Intended for healthcare professionals


Covid-19: Data show 5000 fewer hospital admissions for acute coronary syndrome during pandemic

BMJ 2020; 370 doi: (Published 15 July 2020) Cite this as: BMJ 2020;370:m2852

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  1. Shaun Griffin
  1. London

Around 5000 fewer people were admitted to hospitals in England for acute coronary syndrome than expected from January to the end of May this year, an analysis has shown. The results, published in the Lancet, indicate that many patients have missed out on lifesaving treatments during the covid-19 outbreak.1

From mid-February 2020 admissions fell from a 2019 baseline rate of 3017 a week to 1813 a week by the end of March, a reduction of 40% (95% confidence interval 37% to 43%). The authors also observed a partial recovery in admissions from April, and by the last week of May there were 2522 admissions a week—a 16% (13% to 20%) reduction from baseline.

By the end of March 2020 admissions for ST-elevation myocardial infarction (STEMI) had fallen by 23% (16% to 30%) to 477, from the 2019 average of 621, while in the same period admissions for non-STEMI fell by 42% (38% to 46%), from 1267 to 733.

This decline started before the UK lockdown began on 23 March and “was qualitatively similar throughout the country, with only minor variations … in different demographic groups,” the authors wrote.

Among patients admitted to hospital with acute myocardial infarction there was a “sustained increase in the proportion . . . receiving [a percutaneous coronary intervention (PCI) for acute myocardial infarction] on the day of admission and a continued reduction in the median length of stay,” they added.

“The reduced number of admissions … is likely to have resulted in increases in out-of-hospital deaths and long-term complications of myocardial infarction and missed opportunities to offer secondary prevention treatment for patients with coronary heart disease,” they concluded.

When asked for his view on the findings, Nick Linker, NHS England’s national clinical director for heart disease, said, “NHS staff pulled out all the stops to treat over 100 000 people for coronavirus in hospitals during the pandemic, but they also made sure that everyone who needed urgent and emergency treatment for other conditions, including for heart attacks and strokes, could get it in a safe way.”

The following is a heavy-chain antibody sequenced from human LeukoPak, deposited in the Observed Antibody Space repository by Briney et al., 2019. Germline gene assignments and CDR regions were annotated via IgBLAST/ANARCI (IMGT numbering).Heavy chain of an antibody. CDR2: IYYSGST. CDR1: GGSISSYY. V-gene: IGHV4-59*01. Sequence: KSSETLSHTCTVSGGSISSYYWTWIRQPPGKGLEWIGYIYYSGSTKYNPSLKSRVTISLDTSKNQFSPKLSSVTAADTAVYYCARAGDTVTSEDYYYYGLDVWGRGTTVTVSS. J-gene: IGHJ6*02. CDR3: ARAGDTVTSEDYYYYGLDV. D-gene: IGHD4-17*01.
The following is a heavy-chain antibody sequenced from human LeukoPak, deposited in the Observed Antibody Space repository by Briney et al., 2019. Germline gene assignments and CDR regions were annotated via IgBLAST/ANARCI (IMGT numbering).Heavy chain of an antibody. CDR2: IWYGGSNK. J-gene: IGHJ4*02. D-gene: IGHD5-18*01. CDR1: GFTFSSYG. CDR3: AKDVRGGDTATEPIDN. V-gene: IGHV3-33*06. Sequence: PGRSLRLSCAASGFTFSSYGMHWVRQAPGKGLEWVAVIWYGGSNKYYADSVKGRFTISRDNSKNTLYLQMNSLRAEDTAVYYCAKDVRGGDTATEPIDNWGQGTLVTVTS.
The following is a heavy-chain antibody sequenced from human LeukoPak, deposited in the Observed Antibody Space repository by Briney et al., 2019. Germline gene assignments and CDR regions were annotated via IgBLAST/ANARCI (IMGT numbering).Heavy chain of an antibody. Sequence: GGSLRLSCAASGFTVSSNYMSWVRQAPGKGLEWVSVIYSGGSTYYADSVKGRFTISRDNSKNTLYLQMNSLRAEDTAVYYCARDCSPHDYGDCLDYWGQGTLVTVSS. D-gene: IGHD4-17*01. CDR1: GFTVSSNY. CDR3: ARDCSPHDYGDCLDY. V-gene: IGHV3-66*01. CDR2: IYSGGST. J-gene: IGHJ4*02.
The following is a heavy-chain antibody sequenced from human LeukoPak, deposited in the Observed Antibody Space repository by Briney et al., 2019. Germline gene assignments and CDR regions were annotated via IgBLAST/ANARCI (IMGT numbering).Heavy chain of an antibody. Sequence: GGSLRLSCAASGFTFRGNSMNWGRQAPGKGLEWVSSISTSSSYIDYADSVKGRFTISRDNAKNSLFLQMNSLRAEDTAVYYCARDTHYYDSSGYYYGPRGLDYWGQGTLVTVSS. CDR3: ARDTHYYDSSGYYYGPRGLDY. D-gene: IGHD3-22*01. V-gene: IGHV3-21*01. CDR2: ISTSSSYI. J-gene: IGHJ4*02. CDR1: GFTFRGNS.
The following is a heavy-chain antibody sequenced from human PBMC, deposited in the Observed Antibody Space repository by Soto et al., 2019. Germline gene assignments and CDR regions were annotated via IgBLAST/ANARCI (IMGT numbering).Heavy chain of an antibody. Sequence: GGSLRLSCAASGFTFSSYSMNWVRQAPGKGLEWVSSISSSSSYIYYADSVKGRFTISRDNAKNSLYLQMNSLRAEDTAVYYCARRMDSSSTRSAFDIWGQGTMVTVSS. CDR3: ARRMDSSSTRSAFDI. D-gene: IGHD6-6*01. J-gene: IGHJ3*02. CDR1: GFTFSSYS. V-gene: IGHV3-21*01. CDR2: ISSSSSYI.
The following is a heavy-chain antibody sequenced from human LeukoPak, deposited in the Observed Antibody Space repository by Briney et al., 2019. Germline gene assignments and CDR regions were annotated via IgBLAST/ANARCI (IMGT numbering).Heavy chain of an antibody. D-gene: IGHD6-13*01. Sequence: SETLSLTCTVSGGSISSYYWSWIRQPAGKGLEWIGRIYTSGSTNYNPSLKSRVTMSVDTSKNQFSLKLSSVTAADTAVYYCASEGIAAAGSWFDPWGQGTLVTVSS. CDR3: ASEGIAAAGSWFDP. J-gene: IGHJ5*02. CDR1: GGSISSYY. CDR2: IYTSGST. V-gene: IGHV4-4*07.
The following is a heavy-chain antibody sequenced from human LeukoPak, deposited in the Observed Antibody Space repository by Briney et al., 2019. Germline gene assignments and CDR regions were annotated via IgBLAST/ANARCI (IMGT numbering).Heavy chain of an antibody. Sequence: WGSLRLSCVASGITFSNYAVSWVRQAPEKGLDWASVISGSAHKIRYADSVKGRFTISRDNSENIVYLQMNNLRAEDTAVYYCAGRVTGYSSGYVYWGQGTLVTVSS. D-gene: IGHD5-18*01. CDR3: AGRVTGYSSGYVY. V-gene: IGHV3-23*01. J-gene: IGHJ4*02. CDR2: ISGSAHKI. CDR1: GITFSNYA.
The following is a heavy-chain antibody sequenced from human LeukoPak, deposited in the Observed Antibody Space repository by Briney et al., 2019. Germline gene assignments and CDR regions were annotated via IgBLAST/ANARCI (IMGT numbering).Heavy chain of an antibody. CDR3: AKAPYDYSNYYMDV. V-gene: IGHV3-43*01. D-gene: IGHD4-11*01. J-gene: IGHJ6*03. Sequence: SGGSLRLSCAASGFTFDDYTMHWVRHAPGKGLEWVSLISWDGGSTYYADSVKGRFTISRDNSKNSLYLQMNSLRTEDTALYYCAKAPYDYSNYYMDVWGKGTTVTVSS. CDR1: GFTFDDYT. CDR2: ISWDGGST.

An NHS England spokesperson also pointed that Public Health England’s weekly emergency department syndromic surveillance report seemed to show that, after dropping in March, cardiac presentations in emergency departments have been above baseline levels since early May.2

​When asked about the apparent discrepancy, the lead author of the Lancet report, Marion Mafham, from Oxford University’s Nuffield Department of Population Health, said, “The PHE report is based on the emergency care dataset, which records the provisional diagnosis made in A&E. The data used in our paper are based on the coded diagnosis recorded by the hospital at the end of an inpatient episode of care so may be more accurate in terms of identifying people who suffered a heart attack.”

Mafham said her team would be publishing updated analyses each month online, to track whether weekly admissions return to normal or rise above the historical baseline.

Although lacking quantitative information about admission patterns and in-hospital management, similar observations have been made in Spain, Italy, Austria, and the US. It has also been reported that people presenting to hospitals often do so beyond the optimal window for primary PCI.

Barbara Casadei, professor of cardiovascular medicine at Oxford University, said, “These findings must be taken into serious consideration in the event that a second … wave develops as lockdown restrictions are eased worldwide.”